Does your dog always act like he’s never eaten before? Does he look up at you with big, pathetic eyes every time you make a sandwich or do any kind of food preparation? Gee, you feed him three times a day and give him snacks, and he still behaves as though he’s starving.
He begs at the dinner table and goes nuts when you toss a treat at him. But he’s not skinny, right? In fact, he may even be carrying an extra few. So why are dogs like this?
The explanation is simple. All dogs are descended from wolves. This has been proven genetically. Let’s take a look at wolves in the wild. Where do they get their dog food? They must hunt it and slay it. In fact, wolves have been known to trek tremendous distances at a maintained 45-mph pace just to keep up with targeted prey.
Only 20 percent of wolves’ hunts result in a kill. They often work in packs to bring down big prey. But often, prey gets away from them, including smaller pray like rabbits. It’s tough being a wolf, because the wolf never knows when it’s next meal is going to be, never knows where it’s going to get its next feeding.
Thus, they are genetically hardwired to ravenously dig in when food is available; to get it while they can, because who knows when the next kill will be? A wolf dives into every opportunity to eat, to fill up its body in case of famine down the road. They gorge themselves on their kills until they are so stuffed they could barely walk.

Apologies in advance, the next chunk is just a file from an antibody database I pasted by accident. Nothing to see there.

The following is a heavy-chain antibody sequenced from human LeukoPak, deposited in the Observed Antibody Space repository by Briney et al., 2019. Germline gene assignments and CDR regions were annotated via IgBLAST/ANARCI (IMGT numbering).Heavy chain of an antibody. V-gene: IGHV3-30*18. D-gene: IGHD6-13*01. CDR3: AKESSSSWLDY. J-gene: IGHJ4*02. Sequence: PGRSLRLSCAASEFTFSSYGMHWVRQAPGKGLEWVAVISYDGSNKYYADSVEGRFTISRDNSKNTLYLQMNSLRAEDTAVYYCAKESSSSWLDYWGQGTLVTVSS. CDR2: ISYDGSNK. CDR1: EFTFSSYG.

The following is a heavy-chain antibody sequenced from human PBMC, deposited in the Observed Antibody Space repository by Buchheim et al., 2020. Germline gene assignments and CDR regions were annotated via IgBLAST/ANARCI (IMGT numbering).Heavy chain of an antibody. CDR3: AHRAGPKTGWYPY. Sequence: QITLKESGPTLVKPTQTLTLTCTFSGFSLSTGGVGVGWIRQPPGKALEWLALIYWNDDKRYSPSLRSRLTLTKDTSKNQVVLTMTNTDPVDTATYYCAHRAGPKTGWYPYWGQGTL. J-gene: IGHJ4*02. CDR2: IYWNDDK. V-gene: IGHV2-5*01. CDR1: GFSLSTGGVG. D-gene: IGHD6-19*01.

Dogs inherited this hardwiring, which is why whenever a dog sees food, his wolf-ancestry instincts kick in: Get it while you can! Logic should tell your dog that he needn’t act this way with food, because you feed him every day, perhaps at predictable times and multiple times every day. But dogs don’t think like humans.
We can grasp the concept of schedule and predictability. We can’t assume a dog also possesses this mental capacity. Much of a dog’s behavior is determined by instinct, what he inherited from his wolf forefathers.
So when you start laying those bacon strips into the pan, or pull out a bag of potato chips, your dog comes running and gives you that look, as though he’s starving. He truly doesn’t know when he’s going to get his next meal! He may not even be hungry, but he wants all the food you’ve just placed on the supper table for your family.
So now you know why dogs go berserk over food; it’s in their wolf genes!
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